Nature Nearby: Dragons and damsels in Magruder Park
In late spring and early summer, Magruder Park goes into medieval mode as the air fills with dragonflies and damselflies. These moderately large insects emerge from their multi-year development in the streams and swamp to swarm the park to dazzle viewers with their colorful appearances and flying skills.
While both names include the word “flies,” neither damsels nor dragons belong to that species. They are both members of the odonate “toothed ones” order of insects. Toothed ones indeed, for their pincer jaws make them effective predators both in their aquatic larval stage and their adult flying stage. In their larval stage, both dragonflies and damselflies will eat mosquito larvae. Larger dragonfly larvae may eat small fish and tadpoles. As adults, they prey on mosquitoes, smaller dragonflies, and sometimes butterflies or moths. Some hunt on the wing, whereas others ambush flying insects from a perch on a tree limb near the streams.
Dragonflies are perhaps the more familiar of the two. Many people see them perching or standing in the grass or on sidewalks with their wide wings spread. By contrast, damselflies have slighter builds than dragonflies and when perched on a plant or on the sidewalk, they usually have their wings folded upright behind their backs. Both are strong fliers and very colorful.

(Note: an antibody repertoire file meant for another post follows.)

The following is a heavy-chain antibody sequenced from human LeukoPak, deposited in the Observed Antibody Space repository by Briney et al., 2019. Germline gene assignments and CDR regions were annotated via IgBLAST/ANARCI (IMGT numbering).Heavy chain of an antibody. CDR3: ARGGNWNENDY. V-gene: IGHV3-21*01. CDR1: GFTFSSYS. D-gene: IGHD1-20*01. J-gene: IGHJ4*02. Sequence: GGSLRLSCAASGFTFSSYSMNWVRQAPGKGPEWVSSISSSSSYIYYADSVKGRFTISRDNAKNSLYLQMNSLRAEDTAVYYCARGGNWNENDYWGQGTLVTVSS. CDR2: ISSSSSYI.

The most commonly seen dragonfly in our park and in our area is the white tailed skimmer. Their thick bodies fly close to the surface of the small streams in the park, but they also venture elsewhere, like the drainage pond on the west side. They are seen throughout Maryland near slow moving bodies of water and ponds. Their blue body becomes white towards the end of the tail, giving the dragonfly his common name.
Another common dragonfly in our park is the saddlebag skimmer. A little smaller than the whitetail, it is dark colored and has dark black “saddlebag” spots (stigma) on its wings. It commonly perches on the sidewalks through the park and also hunts over the soccer field.
Our resident damselfly, the ebony jewelwing, is the darling of our park a stunning, slender bodied metallic green body with black wings (the males have a white spot near the end of the wings). This damselfly is often present flying over the swamp and along the boardwalk, though it is also seen in the more open parts of the park, as well as along the bike path.
All three of our “toothed ones” begin their lives in water and some remain in their aquatic larval stages for up to three years. All engage in their mating activity in late summer or early fall and are often seen in airborne courtship at that time.
A curious observance may be noted by humans at the time when females are ovipositing their eggs. The female dragonfly (or possibly damselfly) may be touching her tail (where the ovipositor is located) on the hoods of cars. The female often mistakes the shiny hoods of cars for water and sadly may place her eggs in an inappropriate place.
These beautiful and amazing animals have been around since before the dinosaurs. They were even more impressive in their earlier forms with wingspans up to 36 inches. While our current generation of dragonflies and damselflies are still impressive predators and help dispose of our less desirable fliers like mosquitoes, we can also be thankful that their size is reduced and we need not fear them as they grace our skies in summer and early fall.